More than 1,800 schools will be closed for several days amid concerns of the spread of Middle East respiratory syndrome. They include at least 1,255 schools in Gyeonggi province, the area outside Seoul where the outbreak started and where a South Korean air force member stationed at a U.S. air base has been isolated with the illness.

Other closed schools are in the Gangnam region, near the Samsung Seoul hospital -- the most affected hospital in the city.

In total, 87 people have contracted the virus, and six people have died, according to official numbers.

Potential exposure through doctor

South Korea's capital has asked more than 1,500 people to self-quarantine because they unknowingly attended a symposium with a doctor who was infected with MERS, Seoul's mayor said.

Mayor Park Won-soon said all 1,565 people who attended the symposium should stay at home as a precaution to avoid spreading MERS in the unlikely event they contracted it at the meeting.

The mayor said the city is considering measures that would force these people to stay at home, and that officials are trying to determine where else the doctor traveled while he had symptoms.

Kang Shin-myun, Seoul chief of police, said it will enforce quarantine orders for those suspected of having MERS.

"We will deal strongly with anyone who escalates unnecessary sense of public uneasiness," he said.

Air force member infected

A South Korean air force member stationed at a U.S. air base tested positive for MERS last week and remains in isolation at a military hospital on the base, a South Korean Ministry of National Defense official said.

The sergeant had received treatment for an Achilles' heel at the same hospital that had the first MERS patient in South Korea, who became sick after visiting four Middle Eastern countries.

There are no other diagnosed cases of MERS on base, according to Osan Air Base. The United States built the base, south of Seoul, during the Korean War.

MERS doesn't transmit easily

MERS, which surfaced three years ago, is not well-understood. Because the virus is still fairly new, doctors and scientists do not know the exact source or mode of its transmission.

MERS spreads from close contact with an ill person, such as living with or caring for them, according to the U.S. Centers for Disease Control and Prevention.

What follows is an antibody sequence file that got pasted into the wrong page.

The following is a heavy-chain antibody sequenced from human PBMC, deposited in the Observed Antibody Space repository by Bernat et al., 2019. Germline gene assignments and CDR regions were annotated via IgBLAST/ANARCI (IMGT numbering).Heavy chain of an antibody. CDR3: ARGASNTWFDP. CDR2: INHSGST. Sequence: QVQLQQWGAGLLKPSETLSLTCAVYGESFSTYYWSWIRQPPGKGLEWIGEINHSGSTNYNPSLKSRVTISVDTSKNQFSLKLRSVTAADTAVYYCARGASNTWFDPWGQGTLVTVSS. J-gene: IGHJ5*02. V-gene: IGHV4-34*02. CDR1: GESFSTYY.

The South Korean outbreak had its first case on May 20. The vast majority of the cases are hospital clusters, and the deaths were among people with pre-existing health conditions.

Experts from the World Health Organization who have dealt with MERS are coming to South Korea to assess the pattern of the virus spread and to look at public health response efforts.

The outbreak in South Korea has been the largest outside Saudi Arabia -- where the virus was discovered.

But South Korea is far from alone in the battle. As of Wednesday, 1,179 cases of MERS have been confirmed in 25 countries, WHO said. Two of those cases were in the United States -- both were health workers who lived in Saudi Arabia.

Comment by Yvonne Lawson on May 24, 2015 at 10:39am

94 pupils at the same Devon secondary school test positive for tuberculosis after mass test following three confirmed cases since March

Ninety-four pupils at the same secondary school have tested positive for tuberculosis. 

It follows three confirmed cases of infectious TB at the same school - Teign School in South Devon - in March this year. 

Since then, 300 people of the 1,400 staff and pupils at the school have been screened. The 94 have tested positive for the 'latent' - or inactive - form of the disease.

The rest of the school and former pupils are now being tested and those who have had a positive result are being reviewed by a specialist team at Torbay Hospital. 

TB is a bacterial infection that usually affects the lungs. It is passed on through coughs and sneezes among people who have been in close contact. 

Health officials have confirmed the number of positive tests are higher than expected, but Public Health England said a positive test does not usually result in infectious TB.  

Dr Sarah Harrison, deputy director of health protection for the Devon, Cornwall and Somerset Public Health England Centre, said: 'Most people with latent TB will never develop an active infection, especially if they receive antibiotics, but it is important that people with latent TB are aware of their status if they do develop an active infection.

'People who do develop TB disease are not infectious in the early stages of illness. TB is normally a curable infection which can be treated effectively with antibiotics, particularly if found early.'

The school confirmed screening will continue from June 22 for three weeks to complete the testing of the rest of the pupils and staff.

Teign School are also calling back students and staff who have left the school since last summer as a precautionary measure. 

Mark Woodlock, headmaster of Teign School said: 'We continue to work very closely with the Public Health Service to ensure the health and well-being of our students.

'Our concerns remain first and foremost with the health of our pupils, and every precaution is being taken.'  

NHS England said in 2013 there were 7,290 cases of TB reported across England - about 13.5 cases per 100,000 of the population.

The UK has the second highest rate of TB among western European countries and rates are nearly five times higher than in the US. 

Read more: http://www.dailymail.co.uk/news/article-3094237/94-pupils-Devon-sec... 

More info about Latent TB : http://www.thetruthabouttb.org/what-is-tb/latent-tb/